The Daily Parker

Politics, Weather, Photography, and the Dog

Mini Me

I mentioned yesterday I got a new toy. Finally, after years of thinking about it (and also watching prices come down), I bought a small drone. The Mavic Mini weighs 249 grams (which has legal significance), flies for half an hour, and takes decent video.

For my first test flights, I put the propeller guards on and did some slow flying around my house. Parker could not have cared less. Encounter number one:

Encounter number two:

So I not only have the best dog on the planet, but I may also have the chillest dog on the planet.

Quick personal notes

Note #1: After 108 days—a record, I think—I finally got a haircut.

Note #2: After thinking about it for years, literally years, I got a new toy. It's a lot of fun. And it combines two of my favorite topics: aviation and photography. Watch this space later this week.

Evening round-up

Long day, with meetings until 8:45pm and the current sprint ending tomorrow at work, so I'll read most of these after the spring review:

Finally, Sheffield, U.K., wildlife photographer Simon Dell built a Hobbiton for the local field mice. It's as adorable as it sounds.

If only I had a flight coming up this week

...I might have time to read all of these:

And now, back to work.

Busy news day

A large number of articles bubbled up in my inbox (and RSS feeds) this morning. Some were just open tabs from the weekend. From the Post:

In other news:

And now, to work, perchance to write...

Short distance office move

My team have moved to a new space we've leased on a different floor of Chicago's Aon Center. This morning, this was my view:

And now, one floor lower and facing the opposite direction, this is my view:

I actually prefer the south view, but only marginally. In fact, I'll probably keep taking photos of the south view. But neither view sucks.

Changing ideas of romance, or just more awareness?

Writing for the Washington Post, columnist Monica Hesse examines how our understanding of the famous V-J Day photo of George Mendonsa kissing Greta Zimmer Friedman have changed between then and Mendonsa's death this week:

Within 24 hours of his passing, a Sarasota, Fla., statue that re-created his and Friedman’s famous kiss was defaced. On Friedman’s aluminum leg, in red spray paint, someone had written, “#MeToo.”

As much as any image, the picture of Mendonsa and Friedman has defined American perception of romance. It’s Richard Gere nipping at Julia Roberts’s fingers with a jewelry box; it’s John Cusack with a boombox beneath Ione Skye’s window. Mendonsa’s grip around Friedman’s waist is fervent; her body is limp as if overwhelmed by the passion of his embrace. Behold, the superlative ideal of a perfect kiss.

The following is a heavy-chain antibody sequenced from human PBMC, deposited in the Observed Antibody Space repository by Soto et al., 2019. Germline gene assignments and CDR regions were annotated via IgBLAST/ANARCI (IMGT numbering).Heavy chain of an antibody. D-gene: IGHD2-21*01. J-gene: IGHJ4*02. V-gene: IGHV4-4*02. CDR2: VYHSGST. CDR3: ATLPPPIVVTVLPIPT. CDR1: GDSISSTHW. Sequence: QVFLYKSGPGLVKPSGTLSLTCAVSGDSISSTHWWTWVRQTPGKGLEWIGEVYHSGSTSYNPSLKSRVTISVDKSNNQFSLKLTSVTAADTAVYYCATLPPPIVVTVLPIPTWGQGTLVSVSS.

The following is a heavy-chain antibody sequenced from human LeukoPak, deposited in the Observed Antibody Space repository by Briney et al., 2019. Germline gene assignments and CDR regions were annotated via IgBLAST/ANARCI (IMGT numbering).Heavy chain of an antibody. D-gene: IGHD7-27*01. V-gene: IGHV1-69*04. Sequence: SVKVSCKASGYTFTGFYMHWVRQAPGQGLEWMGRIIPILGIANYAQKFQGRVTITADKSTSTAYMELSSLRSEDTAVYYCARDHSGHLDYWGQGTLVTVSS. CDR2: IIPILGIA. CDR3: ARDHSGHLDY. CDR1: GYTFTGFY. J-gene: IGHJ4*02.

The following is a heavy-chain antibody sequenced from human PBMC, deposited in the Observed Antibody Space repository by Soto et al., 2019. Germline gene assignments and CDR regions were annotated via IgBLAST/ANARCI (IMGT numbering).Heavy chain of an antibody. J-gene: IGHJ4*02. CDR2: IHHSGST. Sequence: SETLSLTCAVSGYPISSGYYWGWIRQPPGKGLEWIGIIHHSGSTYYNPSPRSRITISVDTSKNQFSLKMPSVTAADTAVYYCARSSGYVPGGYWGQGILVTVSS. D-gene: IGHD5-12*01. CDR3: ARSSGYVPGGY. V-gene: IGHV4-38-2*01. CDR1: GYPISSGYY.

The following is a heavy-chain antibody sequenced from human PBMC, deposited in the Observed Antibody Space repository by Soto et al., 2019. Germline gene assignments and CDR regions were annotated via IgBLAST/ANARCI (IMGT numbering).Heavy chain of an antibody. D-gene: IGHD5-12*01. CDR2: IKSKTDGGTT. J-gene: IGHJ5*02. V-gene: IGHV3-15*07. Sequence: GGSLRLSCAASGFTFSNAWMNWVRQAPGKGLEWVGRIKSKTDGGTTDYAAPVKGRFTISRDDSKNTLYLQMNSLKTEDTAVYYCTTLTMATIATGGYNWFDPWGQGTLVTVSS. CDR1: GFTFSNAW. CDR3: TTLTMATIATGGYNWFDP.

Maybe it could be wonderful and exciting to be kissed, by surprise, by a stranger, at the end of a long and terrible war. But when you hear Friedman’s description of it, the whole thing starts to sound unpleasant. The whole photo starts to look unpleasant, too: the way her head is locked into the crook of his elbow, unable to move or avoid his lips.

I’d like to think of it more as a statement of fact. Today, this iconic photo might be considered an assault. It doesn’t mean Mendonsa was a monster. It doesn’t mean humans were bad in 1945. It just means that stories don’t always behave as we’d like. Our fantasies can be punctured by the reality of other people’s feelings.

Friedman said she and Mendonsa kept in occasional contact and exchanged holiday cards. When a Life photographer invited the pair to reunite in Times Square in 1980, she went. But she said she didn’t want to reenact the kiss.

A kiss based on one person’s joy and another person’s non-consenting shock isn’t really a perfect kiss. And actually, it never was.

What images from 2019 will look weird in 2094? Someone with a time machine, please let me know.

Some reasons why I love this place

After an amazing dinner at One Aldwych this evening, I grabbed a book from my room* and headed down to my own hotel's bar. Between the two places I met people from Italy, Spain, Cape Verde (via Portugal), Germany, Russia, Poland, Sardinia (yes, a part of Italy), and Wales (yes, a part of the UK).

London has made itself over the past two decades into this kind of mixed, cosmopolitan, vibrant city. I hope it continues; Brexit could kill it. So I'm glad I'm visiting now while it's at peak international. (The $1.27-to-£1 exchange rate doesn't hurt either.)

More photos. First, it was the best of Thames, it was the worst of Thames (compare with this one):

Second, the other side of St Pauls, along with yours truly and a pint of Beavertown Brewery Neck Oil Session IPA, at Founder's Arms on the Queen's Walk:

Finally, one of the greatest cultural centers in modern Europe, the Royal Opera House in Covent Garden:

And now, as my body thinks it's just coming up on 4pm, I will take yet another walk. London is a beautiful city; there's little I like more than just exploring it.

*An excellent and personally-relevant history of urban "renewal" in the Lincoln Park neighborhood of Chicago called The Battle for Lincoln Park.